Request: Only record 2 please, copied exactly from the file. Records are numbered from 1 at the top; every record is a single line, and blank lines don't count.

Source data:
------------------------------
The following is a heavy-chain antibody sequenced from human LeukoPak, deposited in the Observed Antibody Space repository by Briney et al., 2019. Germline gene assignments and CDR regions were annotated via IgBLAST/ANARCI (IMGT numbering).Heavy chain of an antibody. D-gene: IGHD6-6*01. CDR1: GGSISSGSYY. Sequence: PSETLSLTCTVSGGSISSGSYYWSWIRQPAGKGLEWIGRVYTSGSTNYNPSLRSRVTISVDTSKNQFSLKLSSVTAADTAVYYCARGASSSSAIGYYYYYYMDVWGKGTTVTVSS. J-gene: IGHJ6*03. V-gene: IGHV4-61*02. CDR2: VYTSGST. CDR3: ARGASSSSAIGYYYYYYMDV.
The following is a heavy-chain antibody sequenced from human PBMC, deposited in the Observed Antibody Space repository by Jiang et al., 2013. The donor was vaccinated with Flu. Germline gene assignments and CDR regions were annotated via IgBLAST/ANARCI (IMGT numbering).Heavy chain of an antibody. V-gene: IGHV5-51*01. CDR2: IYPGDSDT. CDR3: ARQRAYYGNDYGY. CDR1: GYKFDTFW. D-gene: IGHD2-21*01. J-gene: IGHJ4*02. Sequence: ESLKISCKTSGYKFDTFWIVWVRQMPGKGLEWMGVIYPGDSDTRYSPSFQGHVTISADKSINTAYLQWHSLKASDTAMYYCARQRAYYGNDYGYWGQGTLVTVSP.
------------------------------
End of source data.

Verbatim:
The following is a heavy-chain antibody sequenced from human PBMC, deposited in the Observed Antibody Space repository by Jiang et al., 2013. The donor was vaccinated with Flu. Germline gene assignments and CDR regions were annotated via IgBLAST/ANARCI (IMGT numbering).Heavy chain of an antibody. V-gene: IGHV5-51*01. CDR2: IYPGDSDT. CDR3: ARQRAYYGNDYGY. CDR1: GYKFDTFW. D-gene: IGHD2-21*01. J-gene: IGHJ4*02. Sequence: ESLKISCKTSGYKFDTFWIVWVRQMPGKGLEWMGVIYPGDSDTRYSPSFQGHVTISADKSINTAYLQWHSLKASDTAMYYCARQRAYYGNDYGYWGQGTLVTVSP.